Popular Culture, Folk Tradition and Fine Art Collide at CBU Art Gallery This Fall

The Cape Breton University Art Gallery will open its fall exhibition this Friday evening at 6 p.m. True Grit features works of art by Nova Scotia artists David P. Stephens (Sydney, NS) and Kyle Jackson (Halifax, NS). This gritty and good-natured exhibition presents works spanning decades of these artists’ careers.  

Stephens and Jackson have known each other for 25 years, and their acquaintance is largely based on their mutual connection to the Nova Scotia folk art community. Despite their affiliation to folk art, they are not folk artists in the strictest sense. “Kyle and David make works of art that combine a number of references, drawn from a variety of traditions,” explains curator Laura Schneider. “Throughout their careers, they have been very difficult to pin a label on as they sample from such a broad range of aesthetics and ideas.”

Their works include references to popular culture, art history and the Nova Scotia folk tradition. Both artists have achieved recognition in some interesting ways outside of the gallery context. Stephens is also a member of the Art Car community. Art Cars are vehicles modified by their owners as a form of self-expression. These modifications may range from surface decoration to the overall transformation of a vehicle to look like some other object or creature. Stephens has participated in The Orange Show Pennzoil Art Car Weekend in Houston, Texas and his unique cars have been documented by CBC’s On The Road Again with Wayne Rostad. Lucky, one of his Art Car pieces, will be displayed in the exhibition at the gallery.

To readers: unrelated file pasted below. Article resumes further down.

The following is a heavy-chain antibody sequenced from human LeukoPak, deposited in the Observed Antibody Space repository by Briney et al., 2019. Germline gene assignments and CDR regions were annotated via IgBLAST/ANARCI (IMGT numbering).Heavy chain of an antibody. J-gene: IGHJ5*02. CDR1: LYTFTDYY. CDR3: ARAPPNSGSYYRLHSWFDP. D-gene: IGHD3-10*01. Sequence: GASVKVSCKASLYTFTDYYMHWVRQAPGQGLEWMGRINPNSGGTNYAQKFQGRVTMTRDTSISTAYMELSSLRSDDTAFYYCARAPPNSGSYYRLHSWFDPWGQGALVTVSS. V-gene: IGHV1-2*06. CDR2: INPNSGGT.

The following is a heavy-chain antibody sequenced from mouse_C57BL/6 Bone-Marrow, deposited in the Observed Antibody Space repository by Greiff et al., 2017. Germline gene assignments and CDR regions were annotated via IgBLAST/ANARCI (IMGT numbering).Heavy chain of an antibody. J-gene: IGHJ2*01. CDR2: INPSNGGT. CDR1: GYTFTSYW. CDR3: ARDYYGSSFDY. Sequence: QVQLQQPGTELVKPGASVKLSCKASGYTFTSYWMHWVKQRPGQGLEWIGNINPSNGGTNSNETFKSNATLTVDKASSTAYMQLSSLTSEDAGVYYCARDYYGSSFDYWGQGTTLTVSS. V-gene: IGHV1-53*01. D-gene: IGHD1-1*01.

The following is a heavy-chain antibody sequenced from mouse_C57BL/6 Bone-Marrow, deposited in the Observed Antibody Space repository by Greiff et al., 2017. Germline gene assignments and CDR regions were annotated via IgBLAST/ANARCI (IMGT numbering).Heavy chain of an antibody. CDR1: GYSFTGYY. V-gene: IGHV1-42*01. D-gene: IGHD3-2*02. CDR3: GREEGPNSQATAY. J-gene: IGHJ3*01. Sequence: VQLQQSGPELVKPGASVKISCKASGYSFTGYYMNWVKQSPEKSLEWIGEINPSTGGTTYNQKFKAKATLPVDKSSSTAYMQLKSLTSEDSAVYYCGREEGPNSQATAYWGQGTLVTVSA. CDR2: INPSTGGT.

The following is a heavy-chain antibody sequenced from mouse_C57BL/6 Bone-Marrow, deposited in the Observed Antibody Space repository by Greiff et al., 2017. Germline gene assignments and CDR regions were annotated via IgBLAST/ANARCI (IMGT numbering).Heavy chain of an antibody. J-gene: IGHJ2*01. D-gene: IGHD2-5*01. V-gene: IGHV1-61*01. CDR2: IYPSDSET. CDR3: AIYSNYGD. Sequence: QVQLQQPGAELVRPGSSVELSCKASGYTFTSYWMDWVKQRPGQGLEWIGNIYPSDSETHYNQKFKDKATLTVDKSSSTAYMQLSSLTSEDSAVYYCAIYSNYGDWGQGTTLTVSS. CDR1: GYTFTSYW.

Jackson is an eclectic artist whose relationship to the folk art community began when he was a student at NSCAD in the 1980s. Since then, Jackson has been a fixture in the Halifax art scene and has exhibited regularly and taken part in many unusual projects. His most recent adventure came when he participated in the 2013 season of HGTV’s program Canada’s Handyman Challenge.

“I wanted to develop an exhibition that would remind our audience that art can and should be a whole lot of fun, and I couldn’t think of two artists that would be a better fit for the job,” says Schneider.

The exhibition opens Friday, August 23 and runs until Friday, November 1. The CBU Art Gallery will also be presenting an Outsider Film Series. Films in the series will explore a number of themes and artists that exist outside of the mainstream. Subject matter includes the Art Car phenomenon, graffiti art and outsider artists. Screenings take place at 7 p.m each Wednesday in October and admission is free to the public.

For more information visit www.cbu.ca/art-gallery.